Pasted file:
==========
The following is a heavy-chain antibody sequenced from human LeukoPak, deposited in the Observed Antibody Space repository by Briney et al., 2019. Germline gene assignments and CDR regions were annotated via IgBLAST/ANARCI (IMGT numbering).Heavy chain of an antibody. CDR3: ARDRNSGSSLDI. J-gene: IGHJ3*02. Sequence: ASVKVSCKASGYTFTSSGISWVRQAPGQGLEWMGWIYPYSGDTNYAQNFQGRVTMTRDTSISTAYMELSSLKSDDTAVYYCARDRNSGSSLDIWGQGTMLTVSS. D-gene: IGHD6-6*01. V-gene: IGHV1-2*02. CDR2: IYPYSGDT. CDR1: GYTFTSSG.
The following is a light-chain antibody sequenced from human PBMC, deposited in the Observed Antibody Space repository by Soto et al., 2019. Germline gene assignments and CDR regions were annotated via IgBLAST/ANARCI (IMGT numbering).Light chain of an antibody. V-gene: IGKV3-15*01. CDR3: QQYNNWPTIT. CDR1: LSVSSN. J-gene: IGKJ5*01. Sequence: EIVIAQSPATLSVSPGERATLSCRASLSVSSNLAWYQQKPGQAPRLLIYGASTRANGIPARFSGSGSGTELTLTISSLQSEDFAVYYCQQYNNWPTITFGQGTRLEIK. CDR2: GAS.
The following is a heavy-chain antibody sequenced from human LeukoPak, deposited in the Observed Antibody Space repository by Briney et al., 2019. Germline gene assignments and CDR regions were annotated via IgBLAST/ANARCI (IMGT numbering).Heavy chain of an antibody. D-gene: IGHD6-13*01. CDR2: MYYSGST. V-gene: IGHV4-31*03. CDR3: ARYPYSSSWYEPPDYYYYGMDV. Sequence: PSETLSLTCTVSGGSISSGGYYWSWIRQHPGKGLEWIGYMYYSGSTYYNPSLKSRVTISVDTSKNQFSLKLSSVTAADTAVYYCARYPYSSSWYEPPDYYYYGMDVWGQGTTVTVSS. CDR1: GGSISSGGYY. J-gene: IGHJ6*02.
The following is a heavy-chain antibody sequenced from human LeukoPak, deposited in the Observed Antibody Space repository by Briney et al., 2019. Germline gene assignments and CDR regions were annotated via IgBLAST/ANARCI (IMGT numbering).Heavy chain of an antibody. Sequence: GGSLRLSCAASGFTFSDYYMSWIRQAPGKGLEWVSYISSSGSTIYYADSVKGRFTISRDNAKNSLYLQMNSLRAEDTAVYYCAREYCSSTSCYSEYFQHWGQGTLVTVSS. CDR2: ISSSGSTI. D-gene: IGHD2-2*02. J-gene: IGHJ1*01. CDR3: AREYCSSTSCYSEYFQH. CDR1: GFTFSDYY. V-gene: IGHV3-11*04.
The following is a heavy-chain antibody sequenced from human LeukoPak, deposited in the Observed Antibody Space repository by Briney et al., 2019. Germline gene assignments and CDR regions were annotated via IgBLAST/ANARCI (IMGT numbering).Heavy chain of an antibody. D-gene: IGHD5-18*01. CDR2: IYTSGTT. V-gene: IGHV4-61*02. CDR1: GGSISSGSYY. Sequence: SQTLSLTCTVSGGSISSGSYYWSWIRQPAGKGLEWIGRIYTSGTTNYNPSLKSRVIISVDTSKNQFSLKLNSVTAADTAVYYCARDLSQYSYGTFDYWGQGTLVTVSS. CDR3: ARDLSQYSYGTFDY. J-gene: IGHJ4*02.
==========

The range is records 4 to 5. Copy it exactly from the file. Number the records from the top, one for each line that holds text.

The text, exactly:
The following is a heavy-chain antibody sequenced from human LeukoPak, deposited in the Observed Antibody Space repository by Briney et al., 2019. Germline gene assignments and CDR regions were annotated via IgBLAST/ANARCI (IMGT numbering).Heavy chain of an antibody. Sequence: GGSLRLSCAASGFTFSDYYMSWIRQAPGKGLEWVSYISSSGSTIYYADSVKGRFTISRDNAKNSLYLQMNSLRAEDTAVYYCAREYCSSTSCYSEYFQHWGQGTLVTVSS. CDR2: ISSSGSTI. D-gene: IGHD2-2*02. J-gene: IGHJ1*01. CDR3: AREYCSSTSCYSEYFQH. CDR1: GFTFSDYY. V-gene: IGHV3-11*04.
The following is a heavy-chain antibody sequenced from human LeukoPak, deposited in the Observed Antibody Space repository by Briney et al., 2019. Germline gene assignments and CDR regions were annotated via IgBLAST/ANARCI (IMGT numbering).Heavy chain of an antibody. D-gene: IGHD5-18*01. CDR2: IYTSGTT. V-gene: IGHV4-61*02. CDR1: GGSISSGSYY. Sequence: SQTLSLTCTVSGGSISSGSYYWSWIRQPAGKGLEWIGRIYTSGTTNYNPSLKSRVIISVDTSKNQFSLKLNSVTAADTAVYYCARDLSQYSYGTFDYWGQGTLVTVSS. CDR3: ARDLSQYSYGTFDY. J-gene: IGHJ4*02.